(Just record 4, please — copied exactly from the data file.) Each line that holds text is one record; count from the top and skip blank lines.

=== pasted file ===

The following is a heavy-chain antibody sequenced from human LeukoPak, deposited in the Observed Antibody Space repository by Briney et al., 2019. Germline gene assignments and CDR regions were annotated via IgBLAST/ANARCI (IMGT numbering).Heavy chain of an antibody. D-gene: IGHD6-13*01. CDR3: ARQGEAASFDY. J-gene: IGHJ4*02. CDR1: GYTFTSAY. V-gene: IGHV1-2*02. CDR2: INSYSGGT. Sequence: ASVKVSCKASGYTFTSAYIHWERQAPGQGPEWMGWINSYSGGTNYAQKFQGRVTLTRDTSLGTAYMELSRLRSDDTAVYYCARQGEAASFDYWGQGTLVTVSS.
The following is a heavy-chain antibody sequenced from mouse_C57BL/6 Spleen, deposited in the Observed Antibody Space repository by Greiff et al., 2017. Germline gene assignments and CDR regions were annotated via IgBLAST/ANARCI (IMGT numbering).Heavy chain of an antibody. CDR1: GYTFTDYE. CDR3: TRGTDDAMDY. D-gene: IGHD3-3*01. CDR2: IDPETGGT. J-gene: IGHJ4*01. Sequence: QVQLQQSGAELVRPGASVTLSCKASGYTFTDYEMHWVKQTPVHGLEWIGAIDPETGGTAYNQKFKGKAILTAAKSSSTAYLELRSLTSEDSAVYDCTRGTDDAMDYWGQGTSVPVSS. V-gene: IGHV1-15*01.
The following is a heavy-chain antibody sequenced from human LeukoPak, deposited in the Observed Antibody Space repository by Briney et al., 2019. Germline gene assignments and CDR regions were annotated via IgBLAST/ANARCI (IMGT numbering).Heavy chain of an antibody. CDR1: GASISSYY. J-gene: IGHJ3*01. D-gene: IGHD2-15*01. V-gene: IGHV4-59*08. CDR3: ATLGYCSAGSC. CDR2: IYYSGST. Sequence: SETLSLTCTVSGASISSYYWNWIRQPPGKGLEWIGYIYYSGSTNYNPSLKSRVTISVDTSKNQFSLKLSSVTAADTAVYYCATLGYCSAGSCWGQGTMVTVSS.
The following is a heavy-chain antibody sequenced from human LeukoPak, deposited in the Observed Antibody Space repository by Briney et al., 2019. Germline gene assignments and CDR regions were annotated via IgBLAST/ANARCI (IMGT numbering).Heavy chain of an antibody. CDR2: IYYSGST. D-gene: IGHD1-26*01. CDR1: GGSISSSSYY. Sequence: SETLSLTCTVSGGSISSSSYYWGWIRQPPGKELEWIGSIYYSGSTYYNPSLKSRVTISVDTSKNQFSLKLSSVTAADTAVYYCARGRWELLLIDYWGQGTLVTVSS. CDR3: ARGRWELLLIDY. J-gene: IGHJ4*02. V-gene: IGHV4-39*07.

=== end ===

The following is a heavy-chain antibody sequenced from human LeukoPak, deposited in the Observed Antibody Space repository by Briney et al., 2019. Germline gene assignments and CDR regions were annotated via IgBLAST/ANARCI (IMGT numbering).Heavy chain of an antibody. CDR2: IYYSGST. D-gene: IGHD1-26*01. CDR1: GGSISSSSYY. Sequence: SETLSLTCTVSGGSISSSSYYWGWIRQPPGKELEWIGSIYYSGSTYYNPSLKSRVTISVDTSKNQFSLKLSSVTAADTAVYYCARGRWELLLIDYWGQGTLVTVSS. CDR3: ARGRWELLLIDY. J-gene: IGHJ4*02. V-gene: IGHV4-39*07.